Wednesday, August 31, 2016

Then and Now: Free Motion Quilting Growth

Then..and Now Linky Party |

I'm coming in under the wire on joining this link up, but I've been thinking of making a post showing my early quilting to my current quilting for a while now.  The Then and Now link up at Devoted Quilter finally got me motivated to get some pictures together!

Let's start with my very first free motion quilt (FMQ) and some of my most recent:

My Hippocamp and my first bed quilt.

That large stipple was done while I was 8-9 months pregnant with my first kiddo (awkward baby bump to quilt with!), was on my mom's small Janome from the '90s, and it was a queen sized quilt!  Seriously, it was my first at pretty much everything quilty.  You can see from the photo that my curves are not very smooth and my stitch length is far from consistant--and often as large as a 5, and sometimes as small as a 1!  After almost 7 years of heavy use (including 3 bug infestations, which require hot wash and drying to get rid of!) it definitely shows and there are holes in the binding, a lot of broken stitches, and the cheap fabrics are significantly faded.  PSA: always buy the best quality you can afford!  It was last far longer and age far nicer than the cheaper options.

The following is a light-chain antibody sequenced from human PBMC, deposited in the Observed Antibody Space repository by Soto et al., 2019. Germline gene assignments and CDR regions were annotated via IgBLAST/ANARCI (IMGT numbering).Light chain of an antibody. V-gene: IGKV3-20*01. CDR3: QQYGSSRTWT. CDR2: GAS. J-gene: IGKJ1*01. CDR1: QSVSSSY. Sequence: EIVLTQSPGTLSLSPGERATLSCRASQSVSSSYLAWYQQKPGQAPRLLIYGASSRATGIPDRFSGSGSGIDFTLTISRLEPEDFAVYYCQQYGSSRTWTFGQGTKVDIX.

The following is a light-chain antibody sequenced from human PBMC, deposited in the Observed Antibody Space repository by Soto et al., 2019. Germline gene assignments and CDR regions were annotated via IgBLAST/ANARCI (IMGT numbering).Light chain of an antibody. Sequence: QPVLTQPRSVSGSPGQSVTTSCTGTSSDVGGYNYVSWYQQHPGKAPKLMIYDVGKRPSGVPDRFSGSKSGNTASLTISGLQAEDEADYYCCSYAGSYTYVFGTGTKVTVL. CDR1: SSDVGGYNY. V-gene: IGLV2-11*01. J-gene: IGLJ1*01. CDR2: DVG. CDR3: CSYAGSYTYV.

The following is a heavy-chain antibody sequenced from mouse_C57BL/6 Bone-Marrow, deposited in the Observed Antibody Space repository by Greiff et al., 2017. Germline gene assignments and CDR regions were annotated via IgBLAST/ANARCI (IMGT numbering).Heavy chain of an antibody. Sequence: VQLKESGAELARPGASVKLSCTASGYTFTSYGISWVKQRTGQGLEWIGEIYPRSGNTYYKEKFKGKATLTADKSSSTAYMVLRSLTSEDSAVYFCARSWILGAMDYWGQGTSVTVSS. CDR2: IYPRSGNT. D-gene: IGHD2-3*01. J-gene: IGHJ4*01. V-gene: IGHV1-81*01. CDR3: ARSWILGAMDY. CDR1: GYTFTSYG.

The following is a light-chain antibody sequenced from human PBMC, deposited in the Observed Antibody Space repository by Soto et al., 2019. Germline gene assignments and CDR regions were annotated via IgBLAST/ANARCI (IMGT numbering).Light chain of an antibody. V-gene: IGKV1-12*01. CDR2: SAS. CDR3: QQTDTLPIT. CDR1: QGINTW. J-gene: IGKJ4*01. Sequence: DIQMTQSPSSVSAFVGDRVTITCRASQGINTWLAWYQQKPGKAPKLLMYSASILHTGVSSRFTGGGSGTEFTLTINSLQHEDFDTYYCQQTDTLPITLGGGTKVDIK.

(same quilt as above) Whoa big stitches.  I'd rip and redo that stitch size if that happened now.

About a year later I started getting into more detailed FMQ and made this red mandala quilt on my Janome 6300, and 4.5 years later my interest in mandalas and paisleys is still going strong:

Red quilt from 2011 and lavender quilt is the back of the Night Camping mini quilt from 2015.

The biggest improvements I see are the smooth curves in the swirls, consistant size of the scallop borders, and the density and diversity in the designs.

Here is another one, focusing on the feathers:

Pink feathers are from my Lone Star quilt and the dino feather is from my Dinosaur mini quilt.

That pink quilt marks a big turning point in my quilting journey!  It's when I decided to stop pining for a long arm and focus on what I could do with my domestic machine.  The whole quilt was an experiment to see what I could do, to see what would result if I pushed myself to focus more on the quality and details.  I was (am) so proud of the result!  It won 1st place at the NM state fair that year (wall hanging category, I think) and was juried in to MQX New England.